4. Consult Your Support System
Goldfine emphasizes relying on your support system and reaching out after a tragedy. “There is a reason why so many cultures emphasize being around friends and family during difficult times—it helps,” he says.
When discussing the events, try and talk to someone who can listen, observe, and comfort if needed.
Try and talk to someone who can listen, observe, and comfort if needed.
If you don’t know how to start the conversation, try using a tactic created by psychologist Marshall B. Rosenberg. His process can help you frame things in a non-threatening way, and it can help you understand your own thoughts and feelings, too. It all starts with “I” statements.
First, state your observation around the traumatic events and how it makes you feel. As an example: “When I observe racial injustices in my own country, it makes me feel scared and angry.”
After that, make your needs explicit and clearly request what you need to cope. This helps others understand how they can help you through the process. This could be something along the lines of: “What I need is to take a break from the ‘end of the world’ reactions on Twitter. Would you mind sending me updates on what’s happening via text so I can know what’s going on, but not have the unnecessary commentary?”
Let your support sytem help you establish the practices and tools you need to cope.
5. Try to Listen to Your Logical Self
As scary as tragedies are, it’s important to remind ourselves that we live in very safe times.
“It may seem that danger of some sort is lurking around every corner,” Goldfine said, “but we are likely just as safe as we were the day before this tragedy.”
To return back to your usual routine, focus on the facts (“How many times have I known a victim of something like this personally?”) rather than the emotion (“How awful would it be if something like this happened to my family?”). This framing can help you stay realistic.
6. Focus Your Attention on Something Good
Goldfine recommends putting your actions towards doing something good to balance out the current negativity. This could mean supporting survivors, the community, or your family in the wake of events.
“Doing kind deeds for others accomplishes two important goals,” Goldfine explains. “First, it reminds us that we have the power to make a positive difference in the lives of others. Second, we start to surround ourselves with many kind, compassionate people who are doing good for others in need. The world may not seem so scary and dangerous anymore if you are surrounded by good-hearted people.”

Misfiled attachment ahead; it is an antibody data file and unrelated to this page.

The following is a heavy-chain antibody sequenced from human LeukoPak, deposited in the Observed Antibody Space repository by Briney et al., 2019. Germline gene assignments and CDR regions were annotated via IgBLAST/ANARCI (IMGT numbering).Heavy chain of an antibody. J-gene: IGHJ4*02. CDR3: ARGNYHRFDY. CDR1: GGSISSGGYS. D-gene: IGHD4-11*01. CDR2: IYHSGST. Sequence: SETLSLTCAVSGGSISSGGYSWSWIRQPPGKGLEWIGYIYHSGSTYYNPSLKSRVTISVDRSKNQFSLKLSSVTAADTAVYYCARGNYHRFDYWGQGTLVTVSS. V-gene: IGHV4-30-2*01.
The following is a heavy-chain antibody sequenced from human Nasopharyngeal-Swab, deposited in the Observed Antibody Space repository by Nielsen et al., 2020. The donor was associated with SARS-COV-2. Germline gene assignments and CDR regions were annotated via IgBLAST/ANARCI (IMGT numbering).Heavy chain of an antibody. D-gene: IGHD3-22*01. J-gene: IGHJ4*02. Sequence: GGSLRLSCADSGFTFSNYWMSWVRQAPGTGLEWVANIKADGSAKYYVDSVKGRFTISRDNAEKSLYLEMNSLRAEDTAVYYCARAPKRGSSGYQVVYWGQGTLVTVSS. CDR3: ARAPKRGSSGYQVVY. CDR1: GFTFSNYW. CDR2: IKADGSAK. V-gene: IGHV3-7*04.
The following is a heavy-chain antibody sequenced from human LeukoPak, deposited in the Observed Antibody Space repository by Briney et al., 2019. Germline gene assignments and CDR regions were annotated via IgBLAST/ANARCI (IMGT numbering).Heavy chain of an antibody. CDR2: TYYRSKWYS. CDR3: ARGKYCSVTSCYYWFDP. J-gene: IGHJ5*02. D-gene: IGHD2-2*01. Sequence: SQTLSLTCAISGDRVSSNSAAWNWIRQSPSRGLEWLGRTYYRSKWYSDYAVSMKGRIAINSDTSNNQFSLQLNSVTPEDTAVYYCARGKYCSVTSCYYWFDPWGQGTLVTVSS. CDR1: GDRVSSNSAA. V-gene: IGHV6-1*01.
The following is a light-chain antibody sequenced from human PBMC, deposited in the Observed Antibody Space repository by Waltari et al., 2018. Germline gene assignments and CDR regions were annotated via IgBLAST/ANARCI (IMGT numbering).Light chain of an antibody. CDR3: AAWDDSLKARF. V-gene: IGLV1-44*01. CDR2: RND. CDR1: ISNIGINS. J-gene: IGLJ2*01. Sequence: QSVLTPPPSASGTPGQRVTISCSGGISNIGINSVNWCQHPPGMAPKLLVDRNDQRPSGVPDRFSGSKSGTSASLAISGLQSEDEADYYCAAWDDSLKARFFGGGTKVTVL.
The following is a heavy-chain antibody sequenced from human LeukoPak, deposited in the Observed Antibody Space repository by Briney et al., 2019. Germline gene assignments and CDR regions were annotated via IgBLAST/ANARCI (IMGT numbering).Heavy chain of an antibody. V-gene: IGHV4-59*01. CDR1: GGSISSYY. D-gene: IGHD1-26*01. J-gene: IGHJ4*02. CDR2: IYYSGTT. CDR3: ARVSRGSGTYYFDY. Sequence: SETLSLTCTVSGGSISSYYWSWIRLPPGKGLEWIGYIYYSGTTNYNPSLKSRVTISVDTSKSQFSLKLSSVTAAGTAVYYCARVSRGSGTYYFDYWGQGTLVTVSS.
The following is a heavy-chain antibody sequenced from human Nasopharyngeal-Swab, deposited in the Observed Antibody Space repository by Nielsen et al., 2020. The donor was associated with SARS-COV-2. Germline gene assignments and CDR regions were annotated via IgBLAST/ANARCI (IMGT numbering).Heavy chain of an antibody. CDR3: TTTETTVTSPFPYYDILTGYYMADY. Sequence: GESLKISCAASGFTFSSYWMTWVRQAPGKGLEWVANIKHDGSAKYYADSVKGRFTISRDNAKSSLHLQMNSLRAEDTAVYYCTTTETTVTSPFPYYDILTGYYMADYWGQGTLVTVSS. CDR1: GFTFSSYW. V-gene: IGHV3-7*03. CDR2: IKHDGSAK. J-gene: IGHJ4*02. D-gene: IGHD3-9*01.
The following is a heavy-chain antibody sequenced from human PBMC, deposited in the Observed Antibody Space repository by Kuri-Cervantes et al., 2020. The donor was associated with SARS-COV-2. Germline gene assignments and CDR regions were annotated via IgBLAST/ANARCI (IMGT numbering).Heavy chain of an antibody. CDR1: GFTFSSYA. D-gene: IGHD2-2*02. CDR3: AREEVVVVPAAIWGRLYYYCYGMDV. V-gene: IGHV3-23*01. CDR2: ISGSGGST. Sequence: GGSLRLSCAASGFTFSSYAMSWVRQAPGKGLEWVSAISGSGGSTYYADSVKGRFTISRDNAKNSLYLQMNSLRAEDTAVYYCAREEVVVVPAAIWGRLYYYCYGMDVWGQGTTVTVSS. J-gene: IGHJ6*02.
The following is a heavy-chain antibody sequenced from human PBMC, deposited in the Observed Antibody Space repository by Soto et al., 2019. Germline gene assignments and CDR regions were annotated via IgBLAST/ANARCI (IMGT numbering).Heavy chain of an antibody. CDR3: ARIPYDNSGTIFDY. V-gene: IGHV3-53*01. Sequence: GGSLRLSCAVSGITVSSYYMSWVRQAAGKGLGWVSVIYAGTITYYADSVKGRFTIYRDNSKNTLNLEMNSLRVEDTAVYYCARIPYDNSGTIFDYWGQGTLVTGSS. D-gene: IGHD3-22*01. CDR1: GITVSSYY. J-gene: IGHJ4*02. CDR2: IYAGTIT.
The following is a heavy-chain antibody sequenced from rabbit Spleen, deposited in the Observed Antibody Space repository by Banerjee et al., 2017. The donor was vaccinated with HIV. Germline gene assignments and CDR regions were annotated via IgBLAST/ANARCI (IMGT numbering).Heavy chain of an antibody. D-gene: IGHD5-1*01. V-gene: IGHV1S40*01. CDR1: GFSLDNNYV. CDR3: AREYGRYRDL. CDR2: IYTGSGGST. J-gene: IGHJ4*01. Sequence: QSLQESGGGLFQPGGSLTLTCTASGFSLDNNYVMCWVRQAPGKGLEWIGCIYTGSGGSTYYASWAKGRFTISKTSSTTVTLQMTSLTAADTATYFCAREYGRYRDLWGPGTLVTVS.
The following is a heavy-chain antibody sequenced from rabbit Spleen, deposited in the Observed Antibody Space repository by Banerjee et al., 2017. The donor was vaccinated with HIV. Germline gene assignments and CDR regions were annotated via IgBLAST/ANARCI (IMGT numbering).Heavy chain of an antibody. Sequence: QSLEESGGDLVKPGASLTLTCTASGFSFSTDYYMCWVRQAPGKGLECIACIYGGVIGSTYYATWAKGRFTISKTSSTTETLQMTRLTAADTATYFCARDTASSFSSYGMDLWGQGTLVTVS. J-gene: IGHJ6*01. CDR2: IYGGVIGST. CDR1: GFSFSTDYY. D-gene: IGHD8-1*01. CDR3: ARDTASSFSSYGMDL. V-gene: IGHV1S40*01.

7. Be Open to the Future
When we hear of something tragic, it’s easy to begin to map out what could happen next. “When we dread a future event, it’s often because we have already created a negative story about how the events will unfold,” Kerry Ann Rockquemore, Ph.D, explains in an article for Inside Higher Ed.
But we can’t predict things so plainly. Before you run off with a million “what ifs” and domino events that you think might happen, try to be open to the future and the potential for positivity. Stressing about what hasn’t happened yet will only add unnecessary weight to your shoulders.
8. Don’t Shame Yourself For Feeling Upset
It is completely normal to feel devastated, angry, or scared in the wake of tragedy. Goldfine mentions that as long as you are improving with time, don’t berate yourself for being upset. Let yourself heal at your own pace.
Also: Try to release your need to find a why behind a tragedy. Nobody understands tragedy. It happens and it’s awful, sad, confusing, and frustrating. As is natural in human nature, we want to try and break apart all of the details to find reason in the unthinkable. But it’s a futile mission.
Nobody understands tragedy.
“You won’t get an answer,” Dowd told Teen Vogue. “A lot of these attacks don’t make sense...Stop asking the question ‘why’ and tolerate the unknown.”
Accept you won’t have an answer to your why, but know you have the power to care for yourself as you cope with the what.
If you're feeling especially overwhelmed, know that asking for help is a strength—not a weakness. Text 741741 to talk with a crisis counselor at Crisis Text Line—it’s free, confidential, and available all hours.
Shine is supported by members like you. When you buy through links on our site, we may earn an affiliate commission. See our affiliate disclosure for more info.